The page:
巧在我开始读这本书正值新冠在国内爆发的前一个星期，我读到非典那一段，深感柴静的每一个描写都透着对众生的悲悯和对生命的觉察。一个个平凡而震撼的故事和人物-非典，妓女的生活，支教的外国人，得抑郁症的孩子-被柴静利落，飒爽，理性，甚至时有顽皮倔强的口吻叙述着，都是热乎乎的人性。她也让我瞥进了记者这个行业，它的操守，它的日常，它里面工作人员秉持的理想，它直向真理的利刃（or the opposite)，它在这个复杂而不失恶意的世界中的无力。以下是一些摘要。
I like this book because the author, a journalist, offered a special view to some issues in China. She did not conclude simply as good or bad, but she delved deep into those people's heart and mind, presenting a complex humanity, sometimes helpless, sometimes beautiful, or maybe sometimes evil.
It's the second time I read this book. I loved it the first time and wanted to read it again.
It is a very insightful reflection as a reporter, and a very honest sharing of her growth journey. But the learning and insights go beyond her job and career.
Fundamentally, Jing discusses what is the right attitude a good reporter should have: involved but impartial at the same time, asking the right questions but without predefined judgement, build connection but without overwhelming emotion, etc.
All these are also very important for anyone who want's to build meaningful relations with other people, strangers or otherwise. More broadly, it also makes me reconsider the general attitude towards life and the world: how should I position myself in order to maximize my understanding of the world - involved but impartial, ask the right qn but without predefined judgement etc.
It is a great book and I think I will re-read it again some time later. And I am very impressed by how much Jing grows and learns constantly and reflects on her own approach.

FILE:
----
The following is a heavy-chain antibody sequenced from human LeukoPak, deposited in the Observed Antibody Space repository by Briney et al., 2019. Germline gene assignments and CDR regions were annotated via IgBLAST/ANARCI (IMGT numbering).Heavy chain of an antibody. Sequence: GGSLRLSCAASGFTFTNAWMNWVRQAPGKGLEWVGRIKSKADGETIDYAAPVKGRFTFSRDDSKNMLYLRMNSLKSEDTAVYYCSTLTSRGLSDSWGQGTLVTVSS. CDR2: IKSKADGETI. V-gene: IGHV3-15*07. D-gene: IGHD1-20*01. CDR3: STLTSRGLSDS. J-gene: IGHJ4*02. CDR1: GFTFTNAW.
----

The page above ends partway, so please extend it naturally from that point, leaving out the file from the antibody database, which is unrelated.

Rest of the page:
My dad recommended this book to me. He told me that this book was true stories written by a famous journalist in China. The author 柴静（Jing, Chai）wrote about her experience of being a journalist. How she saw the story behind the news, how she learn to listen to different points of view, learn not to bring her own attitudes or moods during the interviews. Nothing is easy. Leaning to be journalist is not easy. Being a journalist,watching people’s lives is not easy. Living with a kind and strong heart is not easy. Even reading this book is not that easy in the result of some stories represented in this book were too ruthless and sad. One story in this book was about a wife killed her husband because of domestic violence. Does the husband deserver it? Yes, because how cruel and violent he was to his family. No, because all the pressure he got made him irrational. Was the wife right? Yes, because she had been tortured for so long. No, because she shouldn’t kill people anyways. The wife got into prison, leaving her child alone. All the problems were struggling me. The author’s opinions and actions were also struggling me. I was so frustrated when I still had a chapter left for this book. So I stopped. Then I realized that everything is not that hard after all. I kept telling myself to stop worrying. As i continued reading again, I found my self in common with the author. We both see things in tiny incident. A word that people say may make me think about everything for the whole week. But after all, we can both find a way to solve things. This book didn’t only make me think about lives but also make me find ways to comfort myself.